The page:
How do we use the Story Coaster? In our homeschooling routine, we use The Story Coaster at the finish of every fictional read completed during our morning basket time. I generally lead with the exposition. “This is what started our literary adventure!” Then, I prompt the kiddos to continue on by tossing out other basic elements. “What was our rising action?” “Who spotted the climax?” “Was the falling action a little too quick for your taste, or did you find it drawn out?” Denouement is a breeze, while Critical Reaction often takes a few moments to thoroughly digest and discuss. For added fun, we then point out other spots we enjoyed along the way. Sometimes the deep back story was intriguing, while suspended disbelief and (as I mentioned a moment ago) the tunnel of badly written love are always pointed out. At times there is an unresolved plot or a red herring. Extraneous scenery and unreliable narrators are entirely frustrating. But, jarring twists make it all worth while!

storycoaster

Why do we use the Story Coaster? Instead of merely asking my children if they liked the story and getting a one word answer, I am loving the story coaster. Not only do I discover what my children enjoyed about the book – and what they didn’t – I also have the opportunity to ensure they fully understood the author’s message. As an added bonus, my children are learning key literary terms such as exposition and denouement (love that word!). They are being instructed in the key points to any good story, and how to become better writers.

Just another wonderful resource I wish we had found years ago, The Story Coaster is now a favorite in our morning basket. I don’t have to push my kids to ‘ride’ the coaster and share plot points. Instead, we eagerly jump on and laugh our way through the adventure.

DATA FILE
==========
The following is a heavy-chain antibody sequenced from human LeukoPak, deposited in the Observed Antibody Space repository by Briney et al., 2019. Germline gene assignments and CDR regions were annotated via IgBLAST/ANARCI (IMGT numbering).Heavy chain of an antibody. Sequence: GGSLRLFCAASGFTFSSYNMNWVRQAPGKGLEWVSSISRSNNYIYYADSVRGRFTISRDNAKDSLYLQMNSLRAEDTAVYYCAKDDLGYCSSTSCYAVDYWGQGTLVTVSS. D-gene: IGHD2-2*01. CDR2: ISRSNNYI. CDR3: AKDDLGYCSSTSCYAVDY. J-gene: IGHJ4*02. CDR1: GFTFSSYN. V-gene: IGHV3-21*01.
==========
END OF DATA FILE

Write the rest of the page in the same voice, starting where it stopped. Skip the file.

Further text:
We can’t wait to start our January reads!

🔔Time to Chime In: Share your favorite ‘tunnel of badly written love’. There are some doozies!

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Work Hard, Play Harder: The Read-a-thon

“There is a time for everything, and a season for every activity under the heavens…” (Ecc. 3:1) Join us as we explore a season of fun and family! Help us discover new ways to enjoy family time and build lasting memories.

……

Summer_work-playI am an avid reader. Everyone in my immediate family is; from the man, all the way down to the little man. Us in a bookstore is a dangerous thing, my friend. One way our family enjoys having fun is through our local library, participating in the summer reading program.

Now, I understand that reading it not fun for everyone. For those who do not enjoy, I am truly sorry. There is an entire world you are missing.

As parents, one way we can inspire our children to read, is to read ourselves! Whenever a parent shares their struggle in getting a child to read, the first question I ask is how often they, as parents, read. Often, the answer is, “hardly ever”. We cannot expect our children to do that which we do not model for them. If you want your children to enjoy reading, you must be excited about reading yourself.

Back to the point at hand… One way to encourage a love of reading in the entire family, is the summer reading program! Everyone, from pop down to the little people, are free to join in. (Disclaimer: I should specify that our local library has a program for everyone; no matter the age. I understand not all libraries do this.)

During the summer reading program, we turn in weekly reading logs to earn prizes for our hard work. At the end of summer, there are special prizes awarded to those with the most reading tickets! Our kids walk away each week with a cute, little prize. I usually walk away with raffle tickets towards the bigger prizes.

At the end of summer, the library hosts a huge end of summer party. For completing the reading program, you get tickets for free ice cream, face painting, balloon animals, and more!

Paws to Read